BROADWAY INVESTING BASICS

Investing in Broadway is a great way to be part of the inside of the theater industry. Broadway investing comes with many perks. Some investors may be part of the developmental process of a show, where the investor gets to go to rehearsals, industry readings, developmental labs and showcase productions of a musical before it even gets to Broadway. Investors may get tickets to the Broadway show's opening night, and even meet the cast at an opening night party. They may get access to premium house seat tickets, or backstage tours. If the show is successful, the investor may also see profits on their investment.

 

A 2013 Wall Street Journal article asked, "Is Broadway a 'Wicked' Good Investment?" An article in Forbes may have answered that, titled "'Wicked' Has Now Made Over $1 Billion On Broadway." By 2014, according to Crain's New York Business, "Wicked has not only thrived for 10 years, but it also has rewarded its investors with a return of more than 1,000%."

 

Shows like Wicked, Hamilton, Kinky Boots, and Cats, for example, are what help keep Broadway investors coming back. Statistically, some reports say that 1 out of every 5 shows recoups its money. There are some producers with a much healthier track record, with maybe 2 or 3 out of 5 recouping their money. There is an old showbiz motto that you can't make a living on Broadway, but you can make a killing. So even if an investor lost money in 4 shows, they could possibly make enough in the 5th to still be ahead.

 

Broadway is a very risky investment, but it can also be incredibly lucrative. Some people invest in Broadway for the love of the arts. Some people invest for the chance of a big return. Some invest knowing there is a good chance they will lose their money, but they'll get so much out of the perks that it pays for itself. Some invest to enjoy the process, and are happy getting some or all of their money back if the show does well, or potentially much more if the show recoups its investment and is profitable.

 

Accredited Investors Can Invest In Broadway Shows

The SEC regulates many investments, including some in Broadway shows. Generally, an accredited investor, in the context of a natural person, includes anyone who: a) earned income that exceeded $200,000 (or $300,000 together with a spouse) in each of the prior two years, and reasonably expects the same for the current year, OR b) has a net worth over $1 million, either alone or together with a spouse (excluding the value of the person’s primary residence).

Corporations, trust, partnerships and banks, among others, may also be accredited investors in Broadway shows. This generally includes any trust, with total assets in excess of $5 million, not formed to specifically purchase the subject securities, whose purchase is directed by a sophisticated person, or any entity in which all of the equity owners are accredited investors.

Most Broadway shows limit investment opportunities to those who are "accredited investors". Investment groups, banks, business people, and those in wealth management may consider Broadway theater investing as a means to diversify a portfolio.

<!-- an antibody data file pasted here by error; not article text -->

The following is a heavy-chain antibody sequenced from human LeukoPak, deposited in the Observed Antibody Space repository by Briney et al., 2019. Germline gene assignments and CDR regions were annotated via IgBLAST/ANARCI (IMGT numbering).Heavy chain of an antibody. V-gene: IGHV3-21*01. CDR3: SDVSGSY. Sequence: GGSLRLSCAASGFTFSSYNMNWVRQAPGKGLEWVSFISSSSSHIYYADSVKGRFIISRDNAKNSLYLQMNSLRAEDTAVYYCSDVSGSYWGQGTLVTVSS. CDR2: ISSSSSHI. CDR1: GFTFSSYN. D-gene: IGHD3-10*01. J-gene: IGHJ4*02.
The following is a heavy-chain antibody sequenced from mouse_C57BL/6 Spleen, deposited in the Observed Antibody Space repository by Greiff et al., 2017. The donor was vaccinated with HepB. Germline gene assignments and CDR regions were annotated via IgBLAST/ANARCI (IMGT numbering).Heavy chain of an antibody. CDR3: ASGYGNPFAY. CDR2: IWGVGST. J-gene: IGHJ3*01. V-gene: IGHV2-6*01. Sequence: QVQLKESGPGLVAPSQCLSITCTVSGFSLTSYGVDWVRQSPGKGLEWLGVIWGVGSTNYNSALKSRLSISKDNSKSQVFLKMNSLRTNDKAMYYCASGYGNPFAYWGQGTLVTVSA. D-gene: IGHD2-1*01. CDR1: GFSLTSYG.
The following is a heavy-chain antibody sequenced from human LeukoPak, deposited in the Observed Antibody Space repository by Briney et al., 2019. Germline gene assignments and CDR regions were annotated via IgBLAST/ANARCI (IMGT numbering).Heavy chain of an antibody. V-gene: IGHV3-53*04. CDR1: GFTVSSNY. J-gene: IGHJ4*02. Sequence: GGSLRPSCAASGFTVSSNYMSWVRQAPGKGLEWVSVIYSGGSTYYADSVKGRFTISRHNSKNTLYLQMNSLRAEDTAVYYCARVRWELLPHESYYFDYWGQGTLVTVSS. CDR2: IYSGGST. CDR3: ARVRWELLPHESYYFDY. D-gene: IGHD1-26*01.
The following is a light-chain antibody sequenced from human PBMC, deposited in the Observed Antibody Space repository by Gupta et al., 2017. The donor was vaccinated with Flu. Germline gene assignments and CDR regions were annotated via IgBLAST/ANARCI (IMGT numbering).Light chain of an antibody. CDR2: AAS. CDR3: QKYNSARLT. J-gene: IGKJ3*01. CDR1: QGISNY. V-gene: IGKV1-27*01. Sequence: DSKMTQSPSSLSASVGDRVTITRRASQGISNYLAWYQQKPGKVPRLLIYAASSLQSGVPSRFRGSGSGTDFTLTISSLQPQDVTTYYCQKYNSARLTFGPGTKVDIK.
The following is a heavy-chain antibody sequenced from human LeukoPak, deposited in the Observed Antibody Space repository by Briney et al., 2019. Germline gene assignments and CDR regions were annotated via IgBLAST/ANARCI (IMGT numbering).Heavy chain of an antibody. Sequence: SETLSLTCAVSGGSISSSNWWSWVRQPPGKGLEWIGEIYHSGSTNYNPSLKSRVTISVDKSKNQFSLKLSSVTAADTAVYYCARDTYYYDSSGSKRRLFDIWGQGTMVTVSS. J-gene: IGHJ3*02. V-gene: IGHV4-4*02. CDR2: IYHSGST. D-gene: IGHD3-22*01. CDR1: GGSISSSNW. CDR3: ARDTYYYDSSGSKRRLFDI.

How Much Does It Cost To Invest In A Broadway Show?

Every show is different. Most Broadway shows will accept a minimum of $25,000 for an investor share of the production, with some shows as low as $5,000. Producers may need to raise or invest at least $150,000 to $250,000 or more. Some investors work with other investors to share in the investment, like an investment group or partnership. For example, if a minimum investment share in a Broadway show is $25,000, some shows will allow two people to come in together with $12,500 each and split the investor share.

Most shows are funded by a large team of co-producers. A show may have a total capitalization of $10,000,000, and 20 co-producers who raise $500,000 each. The producers often split the profits with the investors after the total investment has been recouped.

How Does Someone Get To Invest In A Broadway Show?

There are several opportunities every year to invest in a Broadway show. However, most of these opportunities are offered privately by lead producers to their inside group of trusted co-producers and investors. We've built wonderful connections over the years and are grateful to have several shows pitched to us each year with the option to invest or co-produce. Many of these investment opportunities are not advertised publicly, and it is through relationships that investors and co-producers often connect.

How Does Broadway Investing Work?

Generally, a show has a budget and they try to raise enough money to capitalize the budget. Many top Broadway shows may need to raise anywhere from $8,000,000 to $14,000,000 or more. There are typically one or more lead producers, who may put their own money, or open the opportunities to other co-producers or investors to "buy in" to the company. Like a business model, the show is set up as a corporation usually, and broken into shares based on the total capitalization of the show, called "units". Producers may offer one unit for $25,000, which gives the investor a certain interest in the production. When the show starts to make money beyond its operating expenses, the money generally goes to pay the investors back first. Once the capitalization has been recouped, the investors are generally paid back. Thereafter, the next step is the profit.